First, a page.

Looking Back at Value Traps

Ford (truck sales), GM (slowing car buying economies in China and US plus a politically motivated seller), Sears (under-investment in desirable inventory), Intel (missing the switch to tablets), Microsoft (demand slowdowns in the developed world), Dell (adding new products and services without fixing the old and thus missing revenue estimates), Johnson & Johnson (not doing good enough in products and certain developing countries) is a brief list of what has proven to be value traps. Within the parenthesis after the company name is an extremely brief highlight of its perceived problem. In each case the companies are large with substantial assets, including well known names and reputations. Many have been followed for years by very bright analysts and portfolio managers who now have the responsibility for these stocks at current prices that don’t represent the values they perceived. In most cases, what they failed to weigh sufficiently was the execution risks imbedded in the names. Some of the problems were beyond management controls, e.g. the twin slowdowns in the economies of the two biggest car buying markets: China, (the largest) and the US. In a number of cases managements dropped the ball in not having the right products at the right prices. As not all investors fell into these traps, it is quite possible some were skeptical of the execution hurdles.

One of the recurring traps that people fell into was looking at the cash on the balance sheet and deducting it from the price of the shares and dividing the result by the earnings of the company to show how “cheap” the stock was priced. There are three reasons that this has proven in some cases to be a mistake. First in a number of instances a good bit of the cash is overseas and they do not account for the tax costs of bringing it back home. (In some cases the overseas cash has to stay put to satisfy various commercial and regulatory needs.) Second, we know from studying portfolio managers that carry large cash positions on the way down, through the bottom, and only recommit cash after a significant advance. In this example, cash is just too comfortable. Third, there is a risk that operating managements will make mistakes in the use of their hoarding, e.g. bad acquisitions of companies and/or securities.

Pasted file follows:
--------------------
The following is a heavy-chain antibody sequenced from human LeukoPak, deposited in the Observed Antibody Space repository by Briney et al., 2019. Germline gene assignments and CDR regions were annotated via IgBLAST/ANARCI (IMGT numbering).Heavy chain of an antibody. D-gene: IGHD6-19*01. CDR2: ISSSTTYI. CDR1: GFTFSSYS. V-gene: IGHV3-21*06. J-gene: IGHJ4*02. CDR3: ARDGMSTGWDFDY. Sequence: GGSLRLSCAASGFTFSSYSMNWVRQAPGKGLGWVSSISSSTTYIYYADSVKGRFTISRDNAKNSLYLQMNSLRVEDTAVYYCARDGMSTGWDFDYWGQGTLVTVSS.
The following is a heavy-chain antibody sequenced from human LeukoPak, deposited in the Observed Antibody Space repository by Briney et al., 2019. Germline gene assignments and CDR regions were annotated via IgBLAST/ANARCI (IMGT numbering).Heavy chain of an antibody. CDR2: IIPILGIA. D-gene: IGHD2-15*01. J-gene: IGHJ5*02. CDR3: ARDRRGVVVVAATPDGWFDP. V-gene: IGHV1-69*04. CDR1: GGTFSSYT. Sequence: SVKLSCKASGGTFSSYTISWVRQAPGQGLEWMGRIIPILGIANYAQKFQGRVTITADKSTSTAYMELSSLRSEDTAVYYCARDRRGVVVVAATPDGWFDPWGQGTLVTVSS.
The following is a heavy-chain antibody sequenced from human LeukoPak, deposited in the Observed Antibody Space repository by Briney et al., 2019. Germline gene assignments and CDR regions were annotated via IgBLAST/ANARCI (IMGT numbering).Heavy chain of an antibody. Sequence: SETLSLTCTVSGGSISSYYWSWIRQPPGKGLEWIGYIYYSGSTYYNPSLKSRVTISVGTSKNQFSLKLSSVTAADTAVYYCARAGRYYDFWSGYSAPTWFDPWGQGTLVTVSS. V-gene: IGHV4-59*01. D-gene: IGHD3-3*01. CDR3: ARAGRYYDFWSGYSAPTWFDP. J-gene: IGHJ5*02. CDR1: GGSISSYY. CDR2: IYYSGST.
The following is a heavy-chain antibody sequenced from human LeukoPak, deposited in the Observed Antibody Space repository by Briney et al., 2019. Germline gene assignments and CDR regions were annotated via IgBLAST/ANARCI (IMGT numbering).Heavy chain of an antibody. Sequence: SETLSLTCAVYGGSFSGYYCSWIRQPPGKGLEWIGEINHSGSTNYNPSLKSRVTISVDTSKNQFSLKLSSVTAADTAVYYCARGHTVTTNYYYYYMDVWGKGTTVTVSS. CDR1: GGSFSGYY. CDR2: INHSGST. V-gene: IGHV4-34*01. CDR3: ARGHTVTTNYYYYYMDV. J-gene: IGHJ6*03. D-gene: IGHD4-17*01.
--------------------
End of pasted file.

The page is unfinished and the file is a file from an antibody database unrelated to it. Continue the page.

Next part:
Duration risk

In the standard analysis of future value, one needs to assign a period of time between the present and the recognition by the market of the enhanced value. Assume that today’s price is $5 and the expectation is that its future value is $ 10. If the recognition period is one year, the annual rate of return is 100%. Using the same metrics, but assuming that the duration of the recognition period is 100 years, the annual average rate of enhancement is 1% per year. What has proven to be the admitted problem for the believers is not that their expectations are misplaced, but it is just taking too long.

Now what?

While I am not an economist, I do have two very different observations of future actions. The first is to recognize that all of the listed value traps (and many others), are large market capitalization stocks. As a group, large capital stocks have risen less than small caps. As is my practice I will use mutual fund indices produced by my old firm. Through Friday, Small-Cap Growth funds were up +33.87% for the one year period, whereas Large-Cap Growth funds were up +24.5% and the Large-Cap Core funds +22.31% and Large-Cap Value funds +20.47%. Ever since the market hit bottom, large cap has not been as productive as small cap. In the current period of instability, I believe that there is more comfort in those required to be invested to own large caps. Thus, I would not treat this blog as a call to get out of what has been value traps, but to adjust the underlying analysis as to execution and duration risks.

The other approach on this Memorial Day weekend is to be thankful that we survived the past and to look at the new opportunities that are being created for us. Big winners come from successful big dreamers. I hope to find not those that restore value to their 2007 highs, but ones that see potential doubles and more from here. (If you have any of those, please share them with me.) I expect to find them in successful disrupters of current perceptions.